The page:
Are you enchanted by the world of quantum physics? Well, you are not alone, there are many scientists, researchers, and science readers who find quantum mechanics as their favorite medium to understand the depth of creation.
From the framework of space-time to the many-worlds theory (multiverse concept) and the spooky world of paraphysics, there are so many intriguing ideas that you may come across while going deep into quantum theory. Quantum mechanics is the lens through which you can observe the intricate interactions occurring at the sub-atomic scale, and the impact they are causing in the real world.
If you wish to understand quantum mechanics in-depth, but without the high-level math, here are the 10 best quantum mechanics books that may surprise you with their exceptional insight into the quantum world.
A beginner’s guide to quantum mechanics, The Quantum World by Kenneth W. Ford clearly explains the various laws and theories that describe the behavior of subatomic particles and how these behaviors can seem to violate existing physical laws. This book is an easy-to-read answer to almost all of your quantum physics questions and it gives a detailed analysis of several major topics such as entanglement, quantum numbers, granularity, superposition, etc.
Apart from the theories, simplified equations, and examples, there are so many good diagrams inside the book that can help you visualize the way a quantum world functions.
Why is quantum mechanics different from the rest of physics? What is reality? How could a theory of science explain a natural world created by God? All these strange questions are answered in a very profound and logical manner in Jim Baggott’s Quantum Reality. The book explains the connection between science and philosophy, and also describes the steps that lead to the development of any scientific theory.
From the historical Bohr-Einstein debates to the intriguing Copenhagen interpretation, Baggott’s book on quantum mechanics covers an interesting account of the science, history, and real-world consequences linked with quantum theory. The great American physicist Richard Feynman once famously said, “I think I can safely say that nobody really understands quantum mechanics” - and this book somehow unveils the actual reason behind this statement.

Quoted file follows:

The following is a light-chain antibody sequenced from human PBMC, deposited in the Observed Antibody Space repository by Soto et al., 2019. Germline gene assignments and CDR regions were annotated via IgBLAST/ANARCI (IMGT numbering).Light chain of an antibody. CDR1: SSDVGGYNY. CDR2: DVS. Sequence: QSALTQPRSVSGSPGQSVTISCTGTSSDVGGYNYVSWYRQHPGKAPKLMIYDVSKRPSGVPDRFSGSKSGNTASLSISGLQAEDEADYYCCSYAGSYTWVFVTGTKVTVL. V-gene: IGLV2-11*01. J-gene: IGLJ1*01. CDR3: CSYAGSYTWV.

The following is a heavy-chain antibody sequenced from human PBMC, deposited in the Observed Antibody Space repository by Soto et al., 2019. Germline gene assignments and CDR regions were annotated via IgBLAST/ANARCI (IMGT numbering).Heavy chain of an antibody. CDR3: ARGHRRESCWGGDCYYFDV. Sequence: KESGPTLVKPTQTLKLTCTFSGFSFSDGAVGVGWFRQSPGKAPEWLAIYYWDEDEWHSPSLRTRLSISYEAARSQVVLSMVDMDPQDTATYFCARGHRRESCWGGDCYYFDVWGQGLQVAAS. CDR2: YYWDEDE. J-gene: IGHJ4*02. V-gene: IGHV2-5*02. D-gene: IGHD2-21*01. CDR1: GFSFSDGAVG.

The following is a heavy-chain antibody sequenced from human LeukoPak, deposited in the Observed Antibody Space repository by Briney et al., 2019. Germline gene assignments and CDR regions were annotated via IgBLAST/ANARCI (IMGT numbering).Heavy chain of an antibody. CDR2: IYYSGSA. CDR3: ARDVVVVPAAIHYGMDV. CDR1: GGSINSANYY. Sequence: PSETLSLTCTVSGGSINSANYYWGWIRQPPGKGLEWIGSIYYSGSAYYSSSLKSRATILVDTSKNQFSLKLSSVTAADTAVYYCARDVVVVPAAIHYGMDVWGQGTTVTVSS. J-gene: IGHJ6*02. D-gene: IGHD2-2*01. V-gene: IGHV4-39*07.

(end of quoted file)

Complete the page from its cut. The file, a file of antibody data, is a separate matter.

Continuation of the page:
If you seek to gain an understanding of the quantum theory of light, then QED is one of the books that you must read. Written by Nobel laureate Richard P. Feynman, the book explains the interaction and behavior of light, in the simplest language possible.
Feynman uses clarifying examples, visual elements, spatial concepts, and his own Feynman diagrams to effectively explain complex concepts such as Heisenberg’s uncertainty principle and the wave nature of light, as well as equations that are associated with the quantum theory of light.
Fundamental: How Quantum and Particle Physics Explain Absolutely Everything (Except Gravity) - Buy Now
Want to dig into quantum physics but the math part feels too intimidating? Here is Fundamental, a book that explains the quantum realm in an easy and enjoyable way. This book incorporates the stories of scientists who contributed to the development of quantum physics and explains how this branch of science led to the creation of modern technology and cosmic theories.
Fundamental also focuses on the quantum field theory and its significance after the discovery of the Higgs-Boson particle, and it reveals some important insights on the various aspects of particle physics that govern the behavior of matter and energy. Written by science writer Tim James, this comprehensive book is a must-have collection of all the theories and principles that can be considered essential to quantum mechanics.
A thought-provoking work by author and theoretical physicist Sean M. Carroll, Something Deeply Hidden focuses on superposition — the remarkable property of sub-atomic particles to possess mutually exclusive properties like position or spin at the same time— and carefully explains the way quantum mechanics perceives the fabric of space-time, and also delivers important insights into what's known as the "Many Worlds" interpretation of quantum mechanics. The book acts as a carefully reasoned argument for taking this interpretation seriously. This is an enjoyable read suited for both amateurs and experts interested in this theory.